Principals at schools in Baltimore and Dallas believed they could transform students’ lives and improve academic performance by trying strategies that changed the way students engaged their brains.
The novel approaches worked.
At the recent BrainFutures 2017 Conference, the educators shared how their willingness to embrace innovative thinking changed the overall dynamic of their schools, as well as affect students individually.
The focus of the BrainFutures conference at the Gaylord National Resort & Convention Center was about the plasticity of the brain—the concept that brain development can continue as we age in response to how we think, eat, act, and respond to our environment.
The programs that each school partnered with took different, yet evidence-based, approaches to helping students retrain their minds. Patterson High School in Baltimore worked with the Holistic Life Foundation to bring a daily mindfulness and yoga practice to the school. Thomas W. Browne Middle School in Dallas partnered with the Center for BrainHealth at the University of Texas at Dallas to introduce students to a technique that developed advanced reasoning and critical thinking skills.
Principal Vance M. Benton described Patterson High School as “a serious melting pot.” Of its 1,200 students, 35 % come from other countries and speak more than 20 languages. He also discovered after coming to the school in 2011 that many of his students had dealt with violence, multiple deaths in their families and communities, and poverty.
“The stress was real,” Benton said.
After meeting Ali Smith, the co-founder and executive director of the Holistic Life Foundation, through a mutual business associate, Benton knew he needed to bring the organization’s approach to his school. The Holistic Life Foundation already had a reputation of successfully working with thousands of Baltimore students through after-school programs to reduce suspensions and disruptive behavior by teaching mindfulness, breathing techniques, and yoga.
For Patterson, Smith proposed what he called a “school-wide intervention” – a designated Mindful Moment room, a meditation time broadcast at the same time each morning over the announcement system, and instructors rotating through classrooms to work with students.
The program took time to become comfortable—and to get support– from both students and teachers. And as his school starts its fifth year of the program, Benton is often asked to show data about how effective it is. His answer is that he could point to increased graduation rates or other figures, but that’s not how he measures success.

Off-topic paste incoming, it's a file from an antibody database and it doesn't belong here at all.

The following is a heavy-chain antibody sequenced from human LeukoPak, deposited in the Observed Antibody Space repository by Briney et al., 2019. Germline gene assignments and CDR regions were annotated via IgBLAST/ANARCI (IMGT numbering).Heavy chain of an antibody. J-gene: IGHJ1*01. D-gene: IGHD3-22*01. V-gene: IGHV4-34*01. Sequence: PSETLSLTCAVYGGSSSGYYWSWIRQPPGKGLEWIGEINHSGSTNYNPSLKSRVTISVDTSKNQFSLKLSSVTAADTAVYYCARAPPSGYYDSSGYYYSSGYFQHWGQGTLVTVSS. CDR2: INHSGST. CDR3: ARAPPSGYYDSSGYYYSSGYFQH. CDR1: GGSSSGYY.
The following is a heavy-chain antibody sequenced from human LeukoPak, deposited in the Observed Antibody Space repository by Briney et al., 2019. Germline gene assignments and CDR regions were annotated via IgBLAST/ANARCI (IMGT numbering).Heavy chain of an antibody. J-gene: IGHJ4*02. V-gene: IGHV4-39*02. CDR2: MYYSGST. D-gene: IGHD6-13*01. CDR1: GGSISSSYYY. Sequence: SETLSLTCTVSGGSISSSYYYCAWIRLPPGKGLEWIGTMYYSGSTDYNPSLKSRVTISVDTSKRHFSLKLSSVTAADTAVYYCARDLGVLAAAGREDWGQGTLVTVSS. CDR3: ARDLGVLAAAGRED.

Instead, he says knew the program was working when he observed a quiet moment amidst the everyday bustle one day. He saw a student go to the Mindful Moment room, which wasn’t open yet.
“This young man decided to sit down, right in front of that door, right in that main hallway, and he engaged in his mindfulness,” Benton said. “And what’s amazing about that is, A, he knew he needed to do this, because he came to the room. He knew he still needed to do this, even though they weren’t there. And he knew he needed to do it right now. But he had enough confidence and enough comfort do it in a main hallway of a high school.
“Second part that was amazing was that nobody bothered him. Nobody looked, stared, kicked his foot, didn’t tap his head. Nothing. They walked right by him,” he said. “There is no data that can capture that moment.”
In Dallas, Thomas W. Browne Middle School had been taken over by the state because of its poor performance. Principal Jonathan Smith, faced with improving school performance and a staff where half of the teachers were new to the profession, was willing to try a new approach to learning.
Teachers received training in Strategic Memory Advanced Reasoning Training (SMART), an initiative that promotes deep thinking and problem-solving instead of memorizing facts.
Dr. Jacquelyn F. Gamino, the director of Adolescent Reasoning Initiative at the Center for BrainHealth and one of the cognitive neuroscientists who developed SMART, explained at the conference that teachers encourage students to make connections to help create meaning in the subjects they’re studying.
For the students at Browne, the enhanced learning technique meant that they were able to go from one of the lowest performing schools in the state to one of the top in their district, Smith said.
“They were willing to work with us when we were at the bottom,” Smith said of the Adolescent Reasoning Initiative. “Anybody can come up with another test-taking strategy. … But what if we were actually preparing our students to be thoughtful about their thinking? That’s the shift in when you see students critically thinking–it makes a huge difference as it relates to the classroom.”